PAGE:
Global birthrates are going down, but because of political and cultural reasons that are against contraception the global birth rate will continue to rise. The rate will largely be determined by a new generation of people who are in their prime fertile years.
Strangely and paradoxically, the world’s average birthrate has slowly been falling for decades, yet what is happening is something scientists call population momentum. Population momentum occurs because of the combination of unchecked fertility in the past along with reduced child mortality. More births are living to term and childbearing rates yield large results. So with population momentum, birth rates cannot possibly be reduced at a very quick rate. The earliest the population growth would begin to slow is around 2075.
The current generation of fertile people is the largest generation in history. There are 3 billion people in the world under the age of 25. Of that 3 billion, 1.2 billion of them are just entering the beginning of their reproductive life cycle. Even if this generation decides collectively to have less children and therefore smaller families than their immediate ancestors, the world’s population will continue to grow. Right now the world’s population stands at 7 billion. While the choice to have children is very personal, the decision for young people will have consequences far beyond their families and communities.
By 2050 the United Nations projects that the world population will reach 9.3 billion. This would be the equivalent of adding another India AND China to the world. But if the new generation of fertile people chooses to have less children and the birthrate would decrease from 2.5 children per woman to 2.1 If the new generation of fertile people chooses to continue to have as any children as previous generations the population is expected to reach 11 billion by midcentury, which is the equivalent of adding 3 Chinas to the world.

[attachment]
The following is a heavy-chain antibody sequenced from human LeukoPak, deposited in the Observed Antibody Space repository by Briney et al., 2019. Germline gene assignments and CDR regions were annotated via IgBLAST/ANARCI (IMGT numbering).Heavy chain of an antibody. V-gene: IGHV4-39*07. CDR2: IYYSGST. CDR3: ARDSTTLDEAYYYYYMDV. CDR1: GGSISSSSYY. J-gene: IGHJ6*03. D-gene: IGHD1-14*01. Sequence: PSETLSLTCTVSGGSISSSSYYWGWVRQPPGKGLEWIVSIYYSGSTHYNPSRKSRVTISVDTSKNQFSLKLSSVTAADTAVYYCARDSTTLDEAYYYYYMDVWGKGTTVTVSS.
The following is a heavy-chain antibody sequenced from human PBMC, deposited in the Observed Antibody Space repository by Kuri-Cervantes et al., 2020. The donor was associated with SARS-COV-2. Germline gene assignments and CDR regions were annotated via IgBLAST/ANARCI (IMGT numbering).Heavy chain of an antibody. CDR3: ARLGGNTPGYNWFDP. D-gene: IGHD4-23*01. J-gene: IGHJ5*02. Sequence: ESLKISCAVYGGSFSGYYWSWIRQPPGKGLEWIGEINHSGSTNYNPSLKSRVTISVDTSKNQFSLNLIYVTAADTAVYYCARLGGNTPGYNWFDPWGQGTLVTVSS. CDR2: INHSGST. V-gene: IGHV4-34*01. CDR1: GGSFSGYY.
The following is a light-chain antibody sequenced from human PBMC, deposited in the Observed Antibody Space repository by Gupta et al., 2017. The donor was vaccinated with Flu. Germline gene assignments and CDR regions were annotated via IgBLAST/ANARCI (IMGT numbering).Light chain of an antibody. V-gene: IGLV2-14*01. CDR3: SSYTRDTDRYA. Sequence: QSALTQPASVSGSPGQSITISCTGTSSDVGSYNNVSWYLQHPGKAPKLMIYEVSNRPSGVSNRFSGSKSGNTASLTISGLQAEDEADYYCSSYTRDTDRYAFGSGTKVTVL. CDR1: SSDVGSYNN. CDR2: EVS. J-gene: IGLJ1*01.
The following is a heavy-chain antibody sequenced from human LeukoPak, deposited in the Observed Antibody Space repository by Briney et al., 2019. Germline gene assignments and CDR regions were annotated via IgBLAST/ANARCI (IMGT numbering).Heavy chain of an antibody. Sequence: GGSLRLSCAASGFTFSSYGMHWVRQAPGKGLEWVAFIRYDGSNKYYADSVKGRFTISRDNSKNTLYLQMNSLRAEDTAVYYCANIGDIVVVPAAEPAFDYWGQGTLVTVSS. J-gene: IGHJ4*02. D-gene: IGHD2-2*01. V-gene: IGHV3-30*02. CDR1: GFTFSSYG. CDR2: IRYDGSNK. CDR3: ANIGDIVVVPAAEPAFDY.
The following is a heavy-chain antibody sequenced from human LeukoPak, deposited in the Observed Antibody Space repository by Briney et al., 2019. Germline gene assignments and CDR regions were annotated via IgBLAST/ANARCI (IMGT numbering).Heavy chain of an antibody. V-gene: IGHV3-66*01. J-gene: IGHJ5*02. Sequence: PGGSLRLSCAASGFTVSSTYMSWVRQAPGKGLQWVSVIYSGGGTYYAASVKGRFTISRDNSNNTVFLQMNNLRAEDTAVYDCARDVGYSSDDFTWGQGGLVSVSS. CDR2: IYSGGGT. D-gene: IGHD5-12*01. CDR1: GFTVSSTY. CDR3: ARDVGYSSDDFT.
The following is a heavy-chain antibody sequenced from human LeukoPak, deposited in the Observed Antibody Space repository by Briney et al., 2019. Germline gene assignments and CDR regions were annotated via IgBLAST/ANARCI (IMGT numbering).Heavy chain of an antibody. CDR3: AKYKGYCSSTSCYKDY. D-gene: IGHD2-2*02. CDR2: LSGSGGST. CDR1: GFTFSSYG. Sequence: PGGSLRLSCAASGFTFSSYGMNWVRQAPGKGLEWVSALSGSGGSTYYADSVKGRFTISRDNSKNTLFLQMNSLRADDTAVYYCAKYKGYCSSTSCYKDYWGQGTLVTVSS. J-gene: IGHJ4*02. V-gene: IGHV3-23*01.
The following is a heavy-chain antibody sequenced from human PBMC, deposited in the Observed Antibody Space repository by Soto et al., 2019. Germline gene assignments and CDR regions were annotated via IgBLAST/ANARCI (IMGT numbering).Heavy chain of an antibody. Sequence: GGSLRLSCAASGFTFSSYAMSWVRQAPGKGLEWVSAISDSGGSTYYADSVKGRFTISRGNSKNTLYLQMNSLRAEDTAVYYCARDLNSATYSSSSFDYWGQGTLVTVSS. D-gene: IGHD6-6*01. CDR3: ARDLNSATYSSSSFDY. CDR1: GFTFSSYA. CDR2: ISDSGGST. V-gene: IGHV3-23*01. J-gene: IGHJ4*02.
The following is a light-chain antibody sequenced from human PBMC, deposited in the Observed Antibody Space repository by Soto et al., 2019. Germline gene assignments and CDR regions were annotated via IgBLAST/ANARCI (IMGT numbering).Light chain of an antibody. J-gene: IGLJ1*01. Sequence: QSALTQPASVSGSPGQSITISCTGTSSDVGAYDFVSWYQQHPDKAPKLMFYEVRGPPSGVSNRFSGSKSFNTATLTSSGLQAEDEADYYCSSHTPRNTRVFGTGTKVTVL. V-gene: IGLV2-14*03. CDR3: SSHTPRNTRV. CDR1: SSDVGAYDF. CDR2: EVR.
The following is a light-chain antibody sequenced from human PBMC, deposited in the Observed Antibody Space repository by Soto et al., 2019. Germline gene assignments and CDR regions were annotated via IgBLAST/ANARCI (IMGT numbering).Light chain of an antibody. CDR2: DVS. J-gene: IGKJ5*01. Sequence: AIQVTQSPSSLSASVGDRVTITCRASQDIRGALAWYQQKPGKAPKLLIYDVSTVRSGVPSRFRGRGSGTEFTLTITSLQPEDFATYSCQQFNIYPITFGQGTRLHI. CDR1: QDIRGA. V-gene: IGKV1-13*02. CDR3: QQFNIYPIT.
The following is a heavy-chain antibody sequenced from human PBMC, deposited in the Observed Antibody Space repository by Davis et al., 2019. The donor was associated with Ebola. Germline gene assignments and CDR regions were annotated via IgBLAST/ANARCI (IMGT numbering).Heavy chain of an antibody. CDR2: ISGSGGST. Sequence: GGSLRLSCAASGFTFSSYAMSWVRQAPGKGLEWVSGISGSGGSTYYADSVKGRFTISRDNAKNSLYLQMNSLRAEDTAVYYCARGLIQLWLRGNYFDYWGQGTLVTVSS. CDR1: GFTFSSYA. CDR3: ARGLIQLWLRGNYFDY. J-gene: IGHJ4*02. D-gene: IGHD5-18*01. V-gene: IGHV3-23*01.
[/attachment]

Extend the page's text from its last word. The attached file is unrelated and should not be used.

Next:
Either way scientists believe that living conditions are likely to be worse for humanity as a whole. Water, food, and arable land will become scarcer, cities will become more crowded, and hunger will become more widespread. Besides momentum, the poorest parts of the world continue to have high fertility rates because of tradition, religion and the inferior status of women, who have no access to contraception.
The new generation of Indians who are in the prime age of fertility will largely determine much of what happens. With a population of a billion two hundred million will largely determine the future of the global birth rate. India has a poverty rate of 32.7 percent, meaning that 32.7 percent of the population lives below $1.25 a day. The literacy rate is 68.3 percent. Because of population momentum India’s population will continue to grow, will surpass China’s population, and will not even peak until 2060, at which time it could begin to potentially slow.
To support the efforts of mitigating climate change and the suffering and misery of many, please sign this petition to the Rio 20, which advocates for education on behalf of climate change and family planning. Globally 1 in 8 people live in a slum and by midcentury it could be more than 9 billion, raising the ratio to 1 in 3. Higher temperatures and violent weather casued by climate change will come to displace masses of people and by 2050 the United Nations predicts that number could be as high as 200 million climate change refugees, forced to leave their land because of droughts or flooding. Appropriately so, the petition to the Rio 20 is called “The Time is Now.”
Photo credit: census.gov/population/international/data/idb/images/worldpop.png